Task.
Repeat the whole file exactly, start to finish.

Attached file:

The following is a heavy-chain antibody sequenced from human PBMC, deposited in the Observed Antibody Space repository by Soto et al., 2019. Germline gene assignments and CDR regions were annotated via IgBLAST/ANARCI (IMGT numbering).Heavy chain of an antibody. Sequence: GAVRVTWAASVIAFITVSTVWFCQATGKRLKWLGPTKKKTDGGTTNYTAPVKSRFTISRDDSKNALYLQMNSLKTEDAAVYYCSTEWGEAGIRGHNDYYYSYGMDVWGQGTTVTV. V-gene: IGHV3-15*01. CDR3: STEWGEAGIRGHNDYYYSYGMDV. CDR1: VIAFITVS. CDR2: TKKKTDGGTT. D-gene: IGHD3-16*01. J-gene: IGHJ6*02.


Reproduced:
The following is a heavy-chain antibody sequenced from human PBMC, deposited in the Observed Antibody Space repository by Soto et al., 2019. Germline gene assignments and CDR regions were annotated via IgBLAST/ANARCI (IMGT numbering).Heavy chain of an antibody. Sequence: GAVRVTWAASVIAFITVSTVWFCQATGKRLKWLGPTKKKTDGGTTNYTAPVKSRFTISRDDSKNALYLQMNSLKTEDAAVYYCSTEWGEAGIRGHNDYYYSYGMDVWGQGTTVTV. V-gene: IGHV3-15*01. CDR3: STEWGEAGIRGHNDYYYSYGMDV. CDR1: VIAFITVS. CDR2: TKKKTDGGTT. D-gene: IGHD3-16*01. J-gene: IGHJ6*02.